“Intermountain routinely understaffs knowing that scheduled shifts will not permit employees to take their legal meal and rest periods and will require them to work through meal and rest periods as well as off the clock,” the complaint states. Heredia alleges the Louisiana-based hospitality management company had a policy of making its employees work five-hour shifts or longer without a 30-minute meal break within the first five hours or compensation for the missed break and didn’t pay all wages due to ex-employees when they were terminated.
Heredia performed routine system testing on Intermountain products, among other duties, and claims he was misclassified as exempt from overtime compensation in violation of California labor law, the complaint states. The lawsuit proposes the class would include current and former hourly, nonexempt employees who worked in the four years preceding the filing of the complaint at hotels owned, managed or operated by Intermountain in California, including Residence Inn, Courtyard Inn, TownePlace Suites, Fairfield Inn & Suites, Hampton Inn & Suites, Hilton Garden Inn and Homewood Suites hotels.
The lawsuit alleges Intermountain Management violated California labor law, specifically that the class, consisting of at least several-hundred employees, was not paid all regular and overtime wages, given meal and rest periods, or provided wage statements and personnel records.
Heredia seeks unpaid wages at time-and-a-half or double-time rates for all overtime work, as well as damages and penalties and a declaratory judgment against the company.
The case is Indica Heredia v. Intermountain Management LLC et al., case number 5:14-cv-04006, in the U.S. District Court for the Northern District of California.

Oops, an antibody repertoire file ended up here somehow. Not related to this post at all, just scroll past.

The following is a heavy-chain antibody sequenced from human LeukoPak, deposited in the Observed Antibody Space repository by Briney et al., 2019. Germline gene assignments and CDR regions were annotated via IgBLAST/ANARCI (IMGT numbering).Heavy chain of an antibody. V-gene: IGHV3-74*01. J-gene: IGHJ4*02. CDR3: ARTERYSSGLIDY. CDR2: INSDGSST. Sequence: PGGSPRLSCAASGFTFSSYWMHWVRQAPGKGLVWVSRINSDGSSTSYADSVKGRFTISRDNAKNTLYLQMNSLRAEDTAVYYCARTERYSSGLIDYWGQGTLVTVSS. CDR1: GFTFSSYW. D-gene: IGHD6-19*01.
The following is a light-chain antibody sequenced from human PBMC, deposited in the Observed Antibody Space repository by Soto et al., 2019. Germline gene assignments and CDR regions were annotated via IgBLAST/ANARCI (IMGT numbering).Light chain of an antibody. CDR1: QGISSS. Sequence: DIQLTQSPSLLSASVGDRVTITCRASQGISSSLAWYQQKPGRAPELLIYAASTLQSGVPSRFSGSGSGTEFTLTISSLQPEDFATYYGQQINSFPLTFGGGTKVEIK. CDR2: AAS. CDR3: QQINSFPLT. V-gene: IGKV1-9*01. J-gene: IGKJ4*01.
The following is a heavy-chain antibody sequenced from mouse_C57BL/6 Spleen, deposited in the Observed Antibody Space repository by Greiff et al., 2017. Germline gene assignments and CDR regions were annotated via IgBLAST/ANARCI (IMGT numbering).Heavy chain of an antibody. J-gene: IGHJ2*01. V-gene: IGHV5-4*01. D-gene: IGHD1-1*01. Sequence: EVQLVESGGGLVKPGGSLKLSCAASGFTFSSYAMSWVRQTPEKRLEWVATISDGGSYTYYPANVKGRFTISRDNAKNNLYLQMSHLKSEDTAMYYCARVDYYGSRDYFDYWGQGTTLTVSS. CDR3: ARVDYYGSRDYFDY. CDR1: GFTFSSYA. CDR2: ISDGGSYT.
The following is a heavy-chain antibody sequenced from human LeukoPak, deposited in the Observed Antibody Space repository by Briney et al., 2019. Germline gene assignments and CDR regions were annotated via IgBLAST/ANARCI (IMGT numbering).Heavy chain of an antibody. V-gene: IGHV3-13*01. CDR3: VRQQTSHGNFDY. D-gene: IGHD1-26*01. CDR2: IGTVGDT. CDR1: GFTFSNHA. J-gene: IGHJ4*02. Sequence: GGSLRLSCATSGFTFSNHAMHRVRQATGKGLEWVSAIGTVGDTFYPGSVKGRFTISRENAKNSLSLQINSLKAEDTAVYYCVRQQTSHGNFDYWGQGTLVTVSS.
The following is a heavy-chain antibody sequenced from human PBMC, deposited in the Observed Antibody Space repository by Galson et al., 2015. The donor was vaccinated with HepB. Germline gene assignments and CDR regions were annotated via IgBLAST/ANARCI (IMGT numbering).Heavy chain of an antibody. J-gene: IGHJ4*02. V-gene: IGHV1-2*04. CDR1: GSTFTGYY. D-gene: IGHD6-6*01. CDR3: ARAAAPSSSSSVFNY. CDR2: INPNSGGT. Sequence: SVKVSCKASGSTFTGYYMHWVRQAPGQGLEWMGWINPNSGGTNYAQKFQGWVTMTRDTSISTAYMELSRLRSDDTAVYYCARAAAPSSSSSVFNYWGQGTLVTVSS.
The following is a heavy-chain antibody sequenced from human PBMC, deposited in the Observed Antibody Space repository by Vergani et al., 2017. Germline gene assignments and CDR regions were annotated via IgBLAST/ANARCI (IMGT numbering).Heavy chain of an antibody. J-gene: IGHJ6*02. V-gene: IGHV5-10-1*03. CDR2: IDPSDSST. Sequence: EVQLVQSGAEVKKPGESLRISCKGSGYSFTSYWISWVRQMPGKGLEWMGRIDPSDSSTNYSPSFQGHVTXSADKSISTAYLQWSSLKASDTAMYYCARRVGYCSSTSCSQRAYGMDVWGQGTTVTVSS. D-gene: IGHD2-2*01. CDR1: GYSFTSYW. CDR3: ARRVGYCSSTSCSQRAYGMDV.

They owe, they owe—so off to court they go…
And while we’re on the subject of unpaid wages …
Hip-Hip-Hooray! A $1.25 million settlement has been reached in the landmark unpaid wages class action pending against the Oakland Raiders football team. The employment lawsuit was filed by the Oakland Raiders’ Cheerleaders alleging wage theft and other unfair employment practices.
If approved, the NFL cheerleader settlement would cover 90 cheerleaders who worked for the Raiders between 2010 and 2013 seasons. The Raiderettes would receive an average of $2,500 to $6,000 per season, depending on which seasons they worked, according to a joint statement by the parties.
Under the deal, Lisa T. and Sarah G., a second named plaintiff, would each receive a class representative payment of $10,000. The settlement is subject to court approval. A hearing on the motion has been scheduled for September 26.
Filed by lead plaintiff and Raiderette “Lacy T., the lawsuit alleged ” in January, alleged that the Raiders withheld all pay from the Raiderettes until after the end of the season, didn’t pay for all hours worked, and forced the cheerleaders to pay many of their own business expenses.
According to the class action, pursuant to their contract, the Raiderettes were each paid $1,250 for working a full season, amounting to less than $5 per hour for the time they spent rehearsing, performing and appearing at events. Further, the lawsuit claimed wages were also withheld until after the end of the season.
The case is Lacy T. et al. v. The Oakland Raiders et al., case number RG14710815, in the Superior Court of the State of California, County of Alameda.
Ok – Folks –time to adjourn for the week. Have a fab weekend –see you at the bar!